Eli Hayes’s review published on Letterboxd:
I'm assuming that this isn't going to be one of my more popular reviews, because the opinion that I am about to express doesn't seem to be a very widely held one (seeing as Frances Ha is a pretty well loved film) but I almost feel as if While We're Young and Frances Ha need to be compared - or better yet, contrasted - because looking at the films side by side is like doing a brief longitudinal study of Baumbach and seeing how he is growing as a director, making more concrete decisions and presenting rounder, more complex characters with greater self-confidence in his writing.
It came as a surprise how much I ended up loving While We're Young because of the negative experience I had with Frances Ha. I almost wasn't going to write anything up on this film, but after it ended, I got into a slight debate with a friend of mine on good ol' Facebook, and I think I'm just going to insert a couple of those thoughts here.
I truly thought Frances Ha was a significant step down for Baumbach, and his least realized film with regard to his representation of Frances - how he as the director viewed her, how he expected the audience to view her, and most importantly, how viewers of the film actually ended up perceiving her. Whereas here, I thought he took a very fair, balanced and (for lack of a better word) understandable approach to young adult/contemporary culture, both celebrating it and critiquing it in equal measure. In contrast to Frances Ha, I think people will actually come out of the film comprehending what Baumbach is trying to say about his characters (whereas I think the characters in Frances Ha are pretty well misunderstood by many, which is the result of uneven character portrayals, IMO).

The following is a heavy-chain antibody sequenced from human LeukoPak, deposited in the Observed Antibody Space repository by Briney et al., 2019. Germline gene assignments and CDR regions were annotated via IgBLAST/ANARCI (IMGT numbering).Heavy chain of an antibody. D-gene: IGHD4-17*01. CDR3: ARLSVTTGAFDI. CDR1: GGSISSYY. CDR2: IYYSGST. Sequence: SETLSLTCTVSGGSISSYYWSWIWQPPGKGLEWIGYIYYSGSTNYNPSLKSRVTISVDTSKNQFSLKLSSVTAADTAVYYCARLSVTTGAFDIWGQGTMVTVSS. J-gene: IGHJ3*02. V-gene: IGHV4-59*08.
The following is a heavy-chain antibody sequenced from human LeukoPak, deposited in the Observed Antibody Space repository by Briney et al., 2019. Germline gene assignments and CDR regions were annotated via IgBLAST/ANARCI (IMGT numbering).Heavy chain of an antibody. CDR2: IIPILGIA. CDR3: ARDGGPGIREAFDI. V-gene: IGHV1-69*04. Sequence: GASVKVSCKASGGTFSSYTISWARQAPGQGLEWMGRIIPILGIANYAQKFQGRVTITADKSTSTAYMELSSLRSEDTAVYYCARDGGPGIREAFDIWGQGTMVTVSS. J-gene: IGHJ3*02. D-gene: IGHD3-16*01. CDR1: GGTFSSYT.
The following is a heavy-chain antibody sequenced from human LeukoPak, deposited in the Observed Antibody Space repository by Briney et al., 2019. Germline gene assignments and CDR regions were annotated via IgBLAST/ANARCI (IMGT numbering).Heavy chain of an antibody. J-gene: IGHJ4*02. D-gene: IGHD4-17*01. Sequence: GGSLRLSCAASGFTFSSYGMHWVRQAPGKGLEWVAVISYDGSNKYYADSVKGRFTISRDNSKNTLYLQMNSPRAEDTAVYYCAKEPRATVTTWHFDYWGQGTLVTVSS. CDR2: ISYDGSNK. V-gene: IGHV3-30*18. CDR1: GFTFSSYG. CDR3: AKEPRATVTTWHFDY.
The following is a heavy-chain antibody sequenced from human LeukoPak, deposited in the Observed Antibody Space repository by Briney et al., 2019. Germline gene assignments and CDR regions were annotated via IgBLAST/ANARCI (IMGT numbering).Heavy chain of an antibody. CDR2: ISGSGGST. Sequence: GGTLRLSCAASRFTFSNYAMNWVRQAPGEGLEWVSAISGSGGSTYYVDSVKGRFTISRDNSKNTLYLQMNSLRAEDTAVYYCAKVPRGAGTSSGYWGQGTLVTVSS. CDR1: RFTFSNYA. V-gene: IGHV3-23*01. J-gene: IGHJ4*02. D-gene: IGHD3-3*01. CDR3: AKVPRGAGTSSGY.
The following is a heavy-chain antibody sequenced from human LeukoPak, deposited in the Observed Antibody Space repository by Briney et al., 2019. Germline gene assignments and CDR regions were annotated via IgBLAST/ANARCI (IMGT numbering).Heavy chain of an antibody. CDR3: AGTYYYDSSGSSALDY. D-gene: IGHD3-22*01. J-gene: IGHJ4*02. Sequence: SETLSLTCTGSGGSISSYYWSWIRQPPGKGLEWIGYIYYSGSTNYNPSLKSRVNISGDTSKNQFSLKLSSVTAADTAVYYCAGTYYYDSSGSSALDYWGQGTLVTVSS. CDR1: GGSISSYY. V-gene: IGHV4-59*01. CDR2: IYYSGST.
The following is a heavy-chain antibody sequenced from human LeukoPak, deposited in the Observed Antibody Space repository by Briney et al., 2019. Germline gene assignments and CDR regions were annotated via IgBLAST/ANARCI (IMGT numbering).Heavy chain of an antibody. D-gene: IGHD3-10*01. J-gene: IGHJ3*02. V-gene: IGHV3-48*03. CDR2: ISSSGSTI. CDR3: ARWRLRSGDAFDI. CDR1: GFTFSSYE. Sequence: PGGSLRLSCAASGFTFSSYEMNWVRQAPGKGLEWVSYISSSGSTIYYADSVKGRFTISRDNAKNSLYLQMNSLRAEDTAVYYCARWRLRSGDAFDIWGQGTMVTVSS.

As subjective as cinema is - and it is 100% subjective - I must (frustratedly) maintain that I think Frances is a deeply misinterpreted character... and not in a good way. I don't despise the film, and I understand rather well that once a film enters the mind of a viewer, they're totally free to perceive it how they will and think what they think, but that doesn't change the fact that I believe a lot of fans of the film did not understand what Baumbach's vision with her character was - not that that even matters, because like I said, it's only the vision of the viewer that matters in the end - but it did keep me from loving the film as much as many others do. That was not the case here.
Seeing an updated perspective from Baumbach on "hipster culture" (again, for lack of better words) does make me want to re-visit Frances Ha, and see if I come out of it with a different result than last time. After all, I've only seen it once. For now though, I do think that While Were Young is Baumbach's best film since his darkly comedic masterpiece, The Squid and The Whale.
You should catch it while it's still in theaters.